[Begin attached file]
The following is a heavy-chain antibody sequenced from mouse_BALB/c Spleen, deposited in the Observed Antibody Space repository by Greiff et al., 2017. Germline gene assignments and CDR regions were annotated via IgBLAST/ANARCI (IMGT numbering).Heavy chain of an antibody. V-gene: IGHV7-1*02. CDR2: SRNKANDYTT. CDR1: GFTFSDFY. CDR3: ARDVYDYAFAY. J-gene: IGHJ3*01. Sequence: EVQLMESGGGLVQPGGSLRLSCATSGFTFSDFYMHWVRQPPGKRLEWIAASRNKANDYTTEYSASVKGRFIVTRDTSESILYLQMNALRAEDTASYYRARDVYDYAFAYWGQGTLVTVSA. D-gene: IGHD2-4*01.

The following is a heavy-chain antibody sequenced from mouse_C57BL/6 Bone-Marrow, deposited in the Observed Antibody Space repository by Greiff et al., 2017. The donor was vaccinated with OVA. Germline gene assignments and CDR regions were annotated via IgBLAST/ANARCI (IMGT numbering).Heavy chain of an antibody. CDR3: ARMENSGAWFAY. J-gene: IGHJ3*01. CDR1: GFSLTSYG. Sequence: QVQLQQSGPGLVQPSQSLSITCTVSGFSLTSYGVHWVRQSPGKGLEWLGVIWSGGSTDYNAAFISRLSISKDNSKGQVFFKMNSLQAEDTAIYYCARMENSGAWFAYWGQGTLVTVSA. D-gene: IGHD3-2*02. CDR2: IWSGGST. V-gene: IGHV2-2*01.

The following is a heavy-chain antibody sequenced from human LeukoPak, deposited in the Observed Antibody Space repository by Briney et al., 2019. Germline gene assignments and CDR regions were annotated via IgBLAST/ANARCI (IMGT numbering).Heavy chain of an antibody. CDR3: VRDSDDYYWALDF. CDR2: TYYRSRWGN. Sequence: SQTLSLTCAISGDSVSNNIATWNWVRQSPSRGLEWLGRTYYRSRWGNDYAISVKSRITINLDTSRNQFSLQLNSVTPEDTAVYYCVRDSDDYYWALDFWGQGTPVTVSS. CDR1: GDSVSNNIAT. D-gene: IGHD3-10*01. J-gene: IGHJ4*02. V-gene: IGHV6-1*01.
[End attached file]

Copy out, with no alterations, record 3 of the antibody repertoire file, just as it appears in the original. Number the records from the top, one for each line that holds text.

The following is a heavy-chain antibody sequenced from human LeukoPak, deposited in the Observed Antibody Space repository by Briney et al., 2019. Germline gene assignments and CDR regions were annotated via IgBLAST/ANARCI (IMGT numbering).Heavy chain of an antibody. CDR3: VRDSDDYYWALDF. CDR2: TYYRSRWGN. Sequence: SQTLSLTCAISGDSVSNNIATWNWVRQSPSRGLEWLGRTYYRSRWGNDYAISVKSRITINLDTSRNQFSLQLNSVTPEDTAVYYCVRDSDDYYWALDFWGQGTPVTVSS. CDR1: GDSVSNNIAT. D-gene: IGHD3-10*01. J-gene: IGHJ4*02. V-gene: IGHV6-1*01.